Olubusuyi Asaolu: Ekiti Man Who Does Crazy Things

Olubusuyi Asaolu
Olubusuyi Asaolu

My name is Olubusuyi Asaolu, I am from Igbole Ekiti, I grew up in Ado. I attended Christ School, Ado Ekiti. I am a project manager, with a bias for Structural Engineering, but I developed a lot of IT work until I got into consulting management and consulting mega projects. I have done a lot of a couple of megaprojects across the world: I’ve led one of the biggest projects in South Africa, transformation project. I hiked as a hobby, while I am an adventurer. I do crazy things!

Why hiking?
I had been a long-distance athlete while I was in school at the Federal Polytechnic, Ado Ekiti. I know I have a natural ability to endure things for a long time, and endurance according to my understanding, is not physical ability, but a mental ability to continue to do a stressful thing over and over again. So, I understand it could be, not because I am stronger than other people, but because I’ve made up my mind that if you do five sets of lifting or go around the field five times, I would try and do it six times. It’s not because I have super strength!

So, hiking came into my mind when I started thinking about how does one really push to the limit. This led me to read about altitude. What really ignited my interest in hiking was a strange world. I went to Cape Town in South Africa, Table Mountain. I actually went on, not very high then, the cloud was low in Cape Town and then I had a feeling of the cloud; I felt so good walking through the cloud and from then I really want to walk up and pass through the cloud, so, everywhere I travelled to I look for the highest point in that country and I always desire to torch the cloud.

Is there anything special in the cloud?
Just a feeling, its an addiction just the cloud breezing on you, the cold, the feelings, the shivering, and everything. I just love it anytime I see cloud I always feel I should just walk up and walk through the cloud.

So anybody can decide to pick interest in hiking?
Yeah, anybody with determination can do it. Doing any endurance things is 80 per cent mental and 20 per cent physical. It is just your ability to continue to push over and over again beyond what you think you can achieve, you could die, but just for your mental strength to say I am going to try again. For me, I have done crazy things: I have swamped the Congo river; I have crossed the Tijuana border, which is considered the most dangerous border in the world, to go and see why is it the most dangerous place, hence I woke up one day, boarded a train to Samarium, saw all those drug addict and drug pushes, I had bathroom slippers and I slept two days there, then I returned to the US and picked my bag and came back to South Africa.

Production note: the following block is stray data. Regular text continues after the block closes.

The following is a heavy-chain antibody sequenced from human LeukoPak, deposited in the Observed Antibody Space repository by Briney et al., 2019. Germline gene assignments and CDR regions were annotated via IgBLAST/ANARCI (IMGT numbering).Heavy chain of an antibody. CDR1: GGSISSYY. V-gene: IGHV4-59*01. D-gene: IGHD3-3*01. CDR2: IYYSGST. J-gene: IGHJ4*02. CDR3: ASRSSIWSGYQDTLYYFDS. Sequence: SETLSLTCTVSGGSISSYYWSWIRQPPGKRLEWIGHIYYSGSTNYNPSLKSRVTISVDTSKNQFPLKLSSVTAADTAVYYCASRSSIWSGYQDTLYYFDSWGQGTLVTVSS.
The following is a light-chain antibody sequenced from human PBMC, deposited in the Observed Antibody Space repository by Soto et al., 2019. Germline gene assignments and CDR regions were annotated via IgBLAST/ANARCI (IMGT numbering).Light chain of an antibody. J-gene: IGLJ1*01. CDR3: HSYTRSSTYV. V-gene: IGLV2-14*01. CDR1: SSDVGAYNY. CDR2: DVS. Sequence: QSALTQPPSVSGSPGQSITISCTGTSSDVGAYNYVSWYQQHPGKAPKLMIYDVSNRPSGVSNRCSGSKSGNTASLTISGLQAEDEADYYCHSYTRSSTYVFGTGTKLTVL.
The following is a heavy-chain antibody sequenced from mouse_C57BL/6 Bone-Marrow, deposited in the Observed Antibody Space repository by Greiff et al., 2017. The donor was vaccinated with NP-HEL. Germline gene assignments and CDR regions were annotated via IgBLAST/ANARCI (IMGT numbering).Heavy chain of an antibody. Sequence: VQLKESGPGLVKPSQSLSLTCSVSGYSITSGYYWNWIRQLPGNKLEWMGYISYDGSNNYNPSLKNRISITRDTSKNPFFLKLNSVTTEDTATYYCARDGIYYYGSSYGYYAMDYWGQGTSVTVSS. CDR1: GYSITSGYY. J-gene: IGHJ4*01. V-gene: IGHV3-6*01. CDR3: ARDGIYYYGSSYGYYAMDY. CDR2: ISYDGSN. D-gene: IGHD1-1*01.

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What propelled your interest in doing crazy things?
The need to confirm claims about things. For instance, when they say a place is the most dangerous place I would want to go and confirm.

Kilimanjaro. The experience of Olubusuyi Asaolu
This issue of pushing your body to the limit propelled me and enhanced my determination. I have read about Kilimanjaro and I leant that a lot of people have climbed it, so, I asked myself what can I do differently on Kilimanjaro. Then, I said to myself, I would count my steps all the way, and that time nobody had ever counted how many steps it takes to get to the peak. There are different routes to the mountain. I decided to climb it at a very difficult time, at the peak of the raining season, when the ice cap was visible. It was a six-day package, by the middle of the second day we’ve already walked through the cloud, the base camp, which was about 4800 meters high above sea level, getting up to the base camp needs a lot of o concentration, demanding on the body because you are walking continuously. You wake up in the morning and you continue to walk with your luggage. Though one trains with all those things, one cannot know how one’s body would react to the high altitude, where there is no oxygen, during the training. You can train with heavy loads on you, with your hiking boots and gear, even in rugged places any time of the day, in the rain and others, pushing your body to the limit, but you would not be able to simulate high altitude. That is the only concern. Getting to the base camp is already a high place, nothing really survives, so as you go up there are camps where you get to and people do shift, the management of the camp allows you to stay for some hours but at people don’t stay at the base camp because it is dangerous, very very deserted place, a lot of people don’t get there, it was the most lonely camp along the route then. The time you can spend there is also limited, maximum of 10 minutes because the place is full of hazard. So, all the training and preparations are for the moment whether you will get to the top or not because when you start the hike at 10pm you have to continue to hike to the following morning. You cant sleep on that ice.